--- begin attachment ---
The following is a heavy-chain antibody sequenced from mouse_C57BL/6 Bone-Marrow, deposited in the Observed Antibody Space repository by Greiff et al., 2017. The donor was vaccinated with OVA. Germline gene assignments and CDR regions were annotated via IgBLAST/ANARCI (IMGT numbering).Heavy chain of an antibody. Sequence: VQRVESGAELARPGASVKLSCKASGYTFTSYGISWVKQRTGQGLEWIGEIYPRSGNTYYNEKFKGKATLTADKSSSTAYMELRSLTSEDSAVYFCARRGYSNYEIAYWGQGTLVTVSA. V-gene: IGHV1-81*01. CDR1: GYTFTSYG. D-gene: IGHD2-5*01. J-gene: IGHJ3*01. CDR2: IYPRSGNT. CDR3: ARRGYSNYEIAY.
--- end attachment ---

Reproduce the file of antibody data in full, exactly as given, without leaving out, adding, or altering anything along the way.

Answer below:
The following is a heavy-chain antibody sequenced from mouse_C57BL/6 Bone-Marrow, deposited in the Observed Antibody Space repository by Greiff et al., 2017. The donor was vaccinated with OVA. Germline gene assignments and CDR regions were annotated via IgBLAST/ANARCI (IMGT numbering).Heavy chain of an antibody. Sequence: VQRVESGAELARPGASVKLSCKASGYTFTSYGISWVKQRTGQGLEWIGEIYPRSGNTYYNEKFKGKATLTADKSSSTAYMELRSLTSEDSAVYFCARRGYSNYEIAYWGQGTLVTVSA. V-gene: IGHV1-81*01. CDR1: GYTFTSYG. D-gene: IGHD2-5*01. J-gene: IGHJ3*01. CDR2: IYPRSGNT. CDR3: ARRGYSNYEIAY.